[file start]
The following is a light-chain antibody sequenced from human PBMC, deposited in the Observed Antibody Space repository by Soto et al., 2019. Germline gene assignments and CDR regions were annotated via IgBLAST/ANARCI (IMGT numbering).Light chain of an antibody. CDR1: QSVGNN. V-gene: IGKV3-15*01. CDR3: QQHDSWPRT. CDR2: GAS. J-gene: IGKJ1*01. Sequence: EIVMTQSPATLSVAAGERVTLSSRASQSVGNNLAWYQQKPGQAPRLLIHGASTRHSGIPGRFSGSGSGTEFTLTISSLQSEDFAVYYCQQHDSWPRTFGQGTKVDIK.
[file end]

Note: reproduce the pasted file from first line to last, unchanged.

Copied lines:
The following is a light-chain antibody sequenced from human PBMC, deposited in the Observed Antibody Space repository by Soto et al., 2019. Germline gene assignments and CDR regions were annotated via IgBLAST/ANARCI (IMGT numbering).Light chain of an antibody. CDR1: QSVGNN. V-gene: IGKV3-15*01. CDR3: QQHDSWPRT. CDR2: GAS. J-gene: IGKJ1*01. Sequence: EIVMTQSPATLSVAAGERVTLSSRASQSVGNNLAWYQQKPGQAPRLLIHGASTRHSGIPGRFSGSGSGTEFTLTISSLQSEDFAVYYCQQHDSWPRTFGQGTKVDIK.